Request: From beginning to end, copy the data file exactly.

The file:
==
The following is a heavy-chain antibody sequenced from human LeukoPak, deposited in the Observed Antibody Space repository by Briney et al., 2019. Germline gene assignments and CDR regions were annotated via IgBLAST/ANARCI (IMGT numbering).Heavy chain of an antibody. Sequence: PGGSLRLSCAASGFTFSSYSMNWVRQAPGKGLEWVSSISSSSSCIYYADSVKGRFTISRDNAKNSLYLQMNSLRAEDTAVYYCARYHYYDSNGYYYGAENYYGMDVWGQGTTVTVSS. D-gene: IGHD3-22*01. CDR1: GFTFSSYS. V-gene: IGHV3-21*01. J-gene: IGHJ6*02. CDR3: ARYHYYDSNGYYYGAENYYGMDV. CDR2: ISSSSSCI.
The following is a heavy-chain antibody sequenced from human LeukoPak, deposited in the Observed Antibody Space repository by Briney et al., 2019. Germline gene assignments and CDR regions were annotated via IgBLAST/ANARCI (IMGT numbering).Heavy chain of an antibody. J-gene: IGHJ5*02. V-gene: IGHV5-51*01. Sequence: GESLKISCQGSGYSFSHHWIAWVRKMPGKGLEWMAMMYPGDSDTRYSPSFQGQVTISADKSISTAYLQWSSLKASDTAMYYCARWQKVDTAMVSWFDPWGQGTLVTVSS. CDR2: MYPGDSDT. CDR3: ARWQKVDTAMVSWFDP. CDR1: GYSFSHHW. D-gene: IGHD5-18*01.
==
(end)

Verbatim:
The following is a heavy-chain antibody sequenced from human LeukoPak, deposited in the Observed Antibody Space repository by Briney et al., 2019. Germline gene assignments and CDR regions were annotated via IgBLAST/ANARCI (IMGT numbering).Heavy chain of an antibody. Sequence: PGGSLRLSCAASGFTFSSYSMNWVRQAPGKGLEWVSSISSSSSCIYYADSVKGRFTISRDNAKNSLYLQMNSLRAEDTAVYYCARYHYYDSNGYYYGAENYYGMDVWGQGTTVTVSS. D-gene: IGHD3-22*01. CDR1: GFTFSSYS. V-gene: IGHV3-21*01. J-gene: IGHJ6*02. CDR3: ARYHYYDSNGYYYGAENYYGMDV. CDR2: ISSSSSCI.
The following is a heavy-chain antibody sequenced from human LeukoPak, deposited in the Observed Antibody Space repository by Briney et al., 2019. Germline gene assignments and CDR regions were annotated via IgBLAST/ANARCI (IMGT numbering).Heavy chain of an antibody. J-gene: IGHJ5*02. V-gene: IGHV5-51*01. Sequence: GESLKISCQGSGYSFSHHWIAWVRKMPGKGLEWMAMMYPGDSDTRYSPSFQGQVTISADKSISTAYLQWSSLKASDTAMYYCARWQKVDTAMVSWFDPWGQGTLVTVSS. CDR2: MYPGDSDT. CDR3: ARWQKVDTAMVSWFDP. CDR1: GYSFSHHW. D-gene: IGHD5-18*01.